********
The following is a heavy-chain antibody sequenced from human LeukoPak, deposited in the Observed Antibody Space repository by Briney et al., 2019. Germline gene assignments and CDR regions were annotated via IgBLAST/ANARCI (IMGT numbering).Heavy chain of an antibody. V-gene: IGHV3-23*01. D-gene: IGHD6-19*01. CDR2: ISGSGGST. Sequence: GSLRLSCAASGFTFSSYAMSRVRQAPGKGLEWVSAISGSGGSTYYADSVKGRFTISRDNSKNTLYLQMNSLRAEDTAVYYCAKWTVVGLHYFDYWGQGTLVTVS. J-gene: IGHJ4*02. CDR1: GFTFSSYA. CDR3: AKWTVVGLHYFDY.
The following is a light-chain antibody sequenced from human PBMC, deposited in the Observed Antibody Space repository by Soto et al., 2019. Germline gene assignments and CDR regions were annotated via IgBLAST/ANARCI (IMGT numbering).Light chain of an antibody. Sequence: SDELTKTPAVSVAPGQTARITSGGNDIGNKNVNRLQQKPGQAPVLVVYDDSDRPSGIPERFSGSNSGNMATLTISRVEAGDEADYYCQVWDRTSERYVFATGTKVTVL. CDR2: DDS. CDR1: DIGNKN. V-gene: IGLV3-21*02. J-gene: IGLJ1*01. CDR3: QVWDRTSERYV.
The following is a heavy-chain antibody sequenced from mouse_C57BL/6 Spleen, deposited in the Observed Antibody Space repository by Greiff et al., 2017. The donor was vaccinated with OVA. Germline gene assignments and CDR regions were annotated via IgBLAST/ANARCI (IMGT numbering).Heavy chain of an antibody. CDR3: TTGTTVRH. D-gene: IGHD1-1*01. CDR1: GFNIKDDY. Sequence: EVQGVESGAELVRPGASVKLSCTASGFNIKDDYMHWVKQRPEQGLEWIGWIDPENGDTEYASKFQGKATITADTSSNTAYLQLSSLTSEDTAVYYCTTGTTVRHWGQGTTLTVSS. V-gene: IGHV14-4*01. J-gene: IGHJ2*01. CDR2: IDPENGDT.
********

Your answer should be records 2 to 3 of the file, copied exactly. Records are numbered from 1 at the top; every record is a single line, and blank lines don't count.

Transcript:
The following is a light-chain antibody sequenced from human PBMC, deposited in the Observed Antibody Space repository by Soto et al., 2019. Germline gene assignments and CDR regions were annotated via IgBLAST/ANARCI (IMGT numbering).Light chain of an antibody. Sequence: SDELTKTPAVSVAPGQTARITSGGNDIGNKNVNRLQQKPGQAPVLVVYDDSDRPSGIPERFSGSNSGNMATLTISRVEAGDEADYYCQVWDRTSERYVFATGTKVTVL. CDR2: DDS. CDR1: DIGNKN. V-gene: IGLV3-21*02. J-gene: IGLJ1*01. CDR3: QVWDRTSERYV.
The following is a heavy-chain antibody sequenced from mouse_C57BL/6 Spleen, deposited in the Observed Antibody Space repository by Greiff et al., 2017. The donor was vaccinated with OVA. Germline gene assignments and CDR regions were annotated via IgBLAST/ANARCI (IMGT numbering).Heavy chain of an antibody. CDR3: TTGTTVRH. D-gene: IGHD1-1*01. CDR1: GFNIKDDY. Sequence: EVQGVESGAELVRPGASVKLSCTASGFNIKDDYMHWVKQRPEQGLEWIGWIDPENGDTEYASKFQGKATITADTSSNTAYLQLSSLTSEDTAVYYCTTGTTVRHWGQGTTLTVSS. V-gene: IGHV14-4*01. J-gene: IGHJ2*01. CDR2: IDPENGDT.